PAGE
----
Cash Flow Fitness

Wednesday, April 1, 2009 - 09:38

As the impact from the global financial crisis continues to ripple through the Australian economy, 2009 is set to be the year of cash flow management for many firms. By Melissa Wilkinson

The next 18 months are predicted to test even the most seasoned business management veterans.

Managing your cash flow or working capital is about making sure that profitable trading actually turns into cash. As consumers tighten belts, there are some cash flow strategies you can start immediately.

Pay attention to invoices
It's difficult to be paid on time if your invoices are incorrect or sent out late. Make sure that your accounts team or bookkeeper has the information required to issue correct invoices. Omitting purchase order numbers, incorrect addresses or names can all slow the payment process.

Stay close to your customers
Many people find the task of chasing outstanding funds daunting, as they're worried about getting customers offside. It's important to stick to your terms of trade and be on the phones the day after payment is due. Make sure you know your customers' payment cycles.

Outsource debt collecting
You can outsource some of your credit and collection activities in order to tighten your days receivable, but be careful who you engage. If the quality and service standard are out of step with your brand, it can potentially damage relationships with customers.

Keep stock levels low
Inventory sitting in your warehouse is the same as cash left on your stockroom floor. It's critical to keep stock levels low so that capital is freed up for other activities. Review your buying procedures, negotiate consignment stock from suppliers or outsource parts of your supply chain.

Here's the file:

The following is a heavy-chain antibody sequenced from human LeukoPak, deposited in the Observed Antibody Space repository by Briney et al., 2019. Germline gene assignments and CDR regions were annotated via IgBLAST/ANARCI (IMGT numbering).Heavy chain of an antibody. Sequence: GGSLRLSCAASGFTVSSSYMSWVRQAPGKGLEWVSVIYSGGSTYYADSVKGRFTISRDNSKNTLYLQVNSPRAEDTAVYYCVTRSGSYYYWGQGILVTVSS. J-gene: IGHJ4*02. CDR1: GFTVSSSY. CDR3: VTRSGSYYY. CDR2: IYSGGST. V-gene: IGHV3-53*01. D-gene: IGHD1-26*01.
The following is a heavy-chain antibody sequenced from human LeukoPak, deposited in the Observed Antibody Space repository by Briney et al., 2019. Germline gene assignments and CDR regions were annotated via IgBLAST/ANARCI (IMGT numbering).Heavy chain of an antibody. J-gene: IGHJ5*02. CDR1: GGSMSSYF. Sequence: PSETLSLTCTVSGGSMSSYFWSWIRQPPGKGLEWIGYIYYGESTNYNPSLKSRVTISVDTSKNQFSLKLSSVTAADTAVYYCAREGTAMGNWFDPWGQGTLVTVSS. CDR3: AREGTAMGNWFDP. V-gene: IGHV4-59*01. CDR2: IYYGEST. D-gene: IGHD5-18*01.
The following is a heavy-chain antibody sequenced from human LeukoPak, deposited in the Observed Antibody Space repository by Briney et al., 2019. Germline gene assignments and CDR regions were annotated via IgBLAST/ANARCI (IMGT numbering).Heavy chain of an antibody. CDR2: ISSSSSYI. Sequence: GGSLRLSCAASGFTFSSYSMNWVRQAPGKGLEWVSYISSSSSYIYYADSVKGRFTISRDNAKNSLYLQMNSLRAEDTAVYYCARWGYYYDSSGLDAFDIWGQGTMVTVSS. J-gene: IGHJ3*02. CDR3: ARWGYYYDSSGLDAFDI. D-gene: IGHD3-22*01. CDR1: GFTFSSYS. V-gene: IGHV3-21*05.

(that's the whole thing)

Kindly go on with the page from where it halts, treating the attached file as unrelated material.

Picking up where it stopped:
Scrutinise new clients
Undertake a credit assessment before you accept new clients. Make sure that they clearly understand your payment terms and agree to your conditions at the beginning of the relationship. Have shorter credit terms for new clients.

Pay slowly
Make sure to maximise the payment terms available so that your cash can be kept in the bank as long as possible. Review key supplier expenditure and try to negotiate better terms.

Sell under-utilised assets
Review assets to find out if there is any under-utilised plant or equipment. Selling idle machinery and then hiring it back when required is a useful way to free up capital.

Make sure your financing is appropriate
While the current tight credit conditions are making it difficult for many firms to refinance, it's important to review your borrowing arrangements. Talk to banks to make sure you're getting the right debt structure for your business, and that it is giving you the flexibility required. Consider asset-based finance or leasing.

Link performance to cash flow
Some companies have found that linking working-capital targets with senior management's key performance indicators can be a powerful way to ensure that cash flow issues are kept in focus at all times.

Prepare a cash flow budget
This is a critical management tool to help you forecast expected cash inflows and outflows. It's a useful way to help you plan for upcoming expenses or take advantage of opportunities to utilise surplus cash.

It's prudent to include some contingency funds in your budget in the event a major customer is late paying, sales drop sharply or you experience a large blow-out in costs. Review actual versus forecast cash flows to identify any emerging issues.